- Nalcon, which blasts them with psychic force
- D-Felon, which allows you to perform telekinesis I.E. Pick your enemies up and smack them around
The key to combat in this system is timing. Aim is a minor issue because the power comes from your mind. You hold down the R1 button to build up energy on a meter then release it to unleash your attack. Obviously, the longer you build your energy up, the more powerful the attack will be. But if you get injured while you're powering up, you lose your concentration and the attack doesn't happen.
This might be a too-simple system for some. Another side-effect is that as soon as you have two or more enemies to deal with, the difficulty of combat increases exponentially. It only takes a hit from any one enemy to knock you out of your psychic trance while you get zapped and mauled.
You have a secret weapon, though, which is the ability to 'short' out. Rion has a gauge of anger points (AP). Fighting will increase your AP at a decent rate, however they climb very slowly all the time as you explore, making shorts inevitable. When your AP peaks and you hit the attack button, you overload mentally into a deadly kind of trance. Lightning crackles from your throbbing head and anyone who comes near you, well, their head pops with a jet of blood and they die in a Bad Way. This always turns out to be the best way to deal with multiple enemies encountered at once. The downside: After you short, your hit points start to sink, and if you don't shoot up with the relief drug Delmetor, you will eventually die from this.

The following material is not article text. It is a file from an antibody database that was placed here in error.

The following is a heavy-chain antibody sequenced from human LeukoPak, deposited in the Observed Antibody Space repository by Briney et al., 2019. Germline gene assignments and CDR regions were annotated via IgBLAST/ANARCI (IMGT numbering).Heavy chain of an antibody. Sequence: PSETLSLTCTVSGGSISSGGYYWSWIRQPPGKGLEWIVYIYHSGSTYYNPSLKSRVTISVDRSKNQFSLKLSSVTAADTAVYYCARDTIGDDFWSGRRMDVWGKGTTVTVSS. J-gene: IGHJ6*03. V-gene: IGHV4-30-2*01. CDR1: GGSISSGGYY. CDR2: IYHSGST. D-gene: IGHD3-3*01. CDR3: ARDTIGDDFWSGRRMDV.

There is constant subtle pressure placed on you in the game, because you can never stop your AP from rising slowly. You have to keep finding more Delmetor to ward off a short. This can be frustrating when you need to travel long distances or do a lot of exploring or backtracking. I'm still not sure if it was a good idea or not. But it is distinctive.
In the early phases of the game, your enemies will be lab scientists and security guards in the hospital. Later on you will fight dark psychic figures in hats known as Bunnymen, robots, combat-suited research workers (I hate them!!) and scuttling demonic things that spit acid called Arabesques (who remind me very heavily of Resident Evil's hunters). It is an interesting line-up of foes.